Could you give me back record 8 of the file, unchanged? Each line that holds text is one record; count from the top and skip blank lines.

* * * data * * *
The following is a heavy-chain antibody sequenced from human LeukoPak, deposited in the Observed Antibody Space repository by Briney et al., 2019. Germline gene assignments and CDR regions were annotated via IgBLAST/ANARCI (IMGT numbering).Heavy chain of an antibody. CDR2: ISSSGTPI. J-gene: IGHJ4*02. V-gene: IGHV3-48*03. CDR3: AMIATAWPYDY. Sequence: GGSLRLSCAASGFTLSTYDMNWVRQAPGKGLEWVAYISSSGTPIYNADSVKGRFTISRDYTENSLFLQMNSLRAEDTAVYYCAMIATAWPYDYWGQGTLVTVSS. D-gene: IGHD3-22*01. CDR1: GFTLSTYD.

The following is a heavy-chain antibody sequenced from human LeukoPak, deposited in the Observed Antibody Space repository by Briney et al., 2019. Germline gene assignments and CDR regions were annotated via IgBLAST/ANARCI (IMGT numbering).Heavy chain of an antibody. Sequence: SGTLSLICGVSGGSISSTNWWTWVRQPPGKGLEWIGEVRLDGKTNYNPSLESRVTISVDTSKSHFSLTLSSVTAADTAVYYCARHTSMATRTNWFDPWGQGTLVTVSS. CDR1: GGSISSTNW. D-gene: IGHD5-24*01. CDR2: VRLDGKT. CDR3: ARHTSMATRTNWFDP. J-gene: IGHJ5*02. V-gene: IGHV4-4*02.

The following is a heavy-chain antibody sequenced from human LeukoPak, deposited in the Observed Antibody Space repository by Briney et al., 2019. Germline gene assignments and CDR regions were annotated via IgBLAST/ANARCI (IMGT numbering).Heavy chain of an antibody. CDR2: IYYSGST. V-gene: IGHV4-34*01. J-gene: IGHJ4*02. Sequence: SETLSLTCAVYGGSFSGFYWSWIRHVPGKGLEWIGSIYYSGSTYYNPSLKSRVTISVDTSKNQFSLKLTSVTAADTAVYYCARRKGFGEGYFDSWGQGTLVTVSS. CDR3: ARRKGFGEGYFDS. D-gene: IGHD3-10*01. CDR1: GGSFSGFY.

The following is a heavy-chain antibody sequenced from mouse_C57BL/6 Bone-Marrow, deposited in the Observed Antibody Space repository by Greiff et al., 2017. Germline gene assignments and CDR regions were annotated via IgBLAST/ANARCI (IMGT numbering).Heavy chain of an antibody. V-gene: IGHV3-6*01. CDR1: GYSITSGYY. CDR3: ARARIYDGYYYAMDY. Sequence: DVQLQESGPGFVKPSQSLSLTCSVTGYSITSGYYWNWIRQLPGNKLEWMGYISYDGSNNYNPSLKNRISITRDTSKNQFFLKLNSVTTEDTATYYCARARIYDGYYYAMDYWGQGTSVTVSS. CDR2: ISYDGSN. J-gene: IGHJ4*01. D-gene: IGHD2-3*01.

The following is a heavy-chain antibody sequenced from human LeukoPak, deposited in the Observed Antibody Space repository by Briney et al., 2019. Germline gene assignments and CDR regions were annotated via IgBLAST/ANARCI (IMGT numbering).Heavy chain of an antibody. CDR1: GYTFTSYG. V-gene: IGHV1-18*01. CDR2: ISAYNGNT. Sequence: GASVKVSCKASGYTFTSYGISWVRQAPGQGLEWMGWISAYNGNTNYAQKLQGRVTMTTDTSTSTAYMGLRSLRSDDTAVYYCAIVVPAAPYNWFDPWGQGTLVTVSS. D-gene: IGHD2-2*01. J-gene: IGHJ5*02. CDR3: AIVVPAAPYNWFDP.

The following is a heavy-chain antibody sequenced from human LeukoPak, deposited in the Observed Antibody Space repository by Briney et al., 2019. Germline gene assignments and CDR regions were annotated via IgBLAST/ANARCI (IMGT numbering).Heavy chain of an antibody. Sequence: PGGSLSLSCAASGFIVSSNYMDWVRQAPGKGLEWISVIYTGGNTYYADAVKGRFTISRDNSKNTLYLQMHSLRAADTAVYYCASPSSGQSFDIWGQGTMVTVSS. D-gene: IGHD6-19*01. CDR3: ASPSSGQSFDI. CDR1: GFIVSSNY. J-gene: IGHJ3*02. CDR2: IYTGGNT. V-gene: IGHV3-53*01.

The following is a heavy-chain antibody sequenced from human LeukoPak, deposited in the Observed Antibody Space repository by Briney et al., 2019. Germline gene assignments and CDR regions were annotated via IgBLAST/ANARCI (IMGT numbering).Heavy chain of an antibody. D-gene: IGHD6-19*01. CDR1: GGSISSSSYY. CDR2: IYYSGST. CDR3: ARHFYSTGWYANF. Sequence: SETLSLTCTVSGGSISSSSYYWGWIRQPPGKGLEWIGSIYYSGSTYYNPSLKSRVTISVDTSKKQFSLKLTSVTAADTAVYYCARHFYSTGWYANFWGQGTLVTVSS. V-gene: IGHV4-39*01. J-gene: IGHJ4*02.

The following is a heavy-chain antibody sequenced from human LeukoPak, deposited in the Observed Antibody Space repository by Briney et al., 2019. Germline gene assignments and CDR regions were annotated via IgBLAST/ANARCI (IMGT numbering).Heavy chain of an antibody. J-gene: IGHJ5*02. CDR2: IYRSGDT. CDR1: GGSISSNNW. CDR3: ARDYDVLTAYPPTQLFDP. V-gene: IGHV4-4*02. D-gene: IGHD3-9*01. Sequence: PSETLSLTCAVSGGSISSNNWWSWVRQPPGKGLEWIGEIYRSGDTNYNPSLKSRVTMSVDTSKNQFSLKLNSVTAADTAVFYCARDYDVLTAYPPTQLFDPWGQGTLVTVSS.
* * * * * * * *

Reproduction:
The following is a heavy-chain antibody sequenced from human LeukoPak, deposited in the Observed Antibody Space repository by Briney et al., 2019. Germline gene assignments and CDR regions were annotated via IgBLAST/ANARCI (IMGT numbering).Heavy chain of an antibody. J-gene: IGHJ5*02. CDR2: IYRSGDT. CDR1: GGSISSNNW. CDR3: ARDYDVLTAYPPTQLFDP. V-gene: IGHV4-4*02. D-gene: IGHD3-9*01. Sequence: PSETLSLTCAVSGGSISSNNWWSWVRQPPGKGLEWIGEIYRSGDTNYNPSLKSRVTMSVDTSKNQFSLKLNSVTAADTAVFYCARDYDVLTAYPPTQLFDPWGQGTLVTVSS.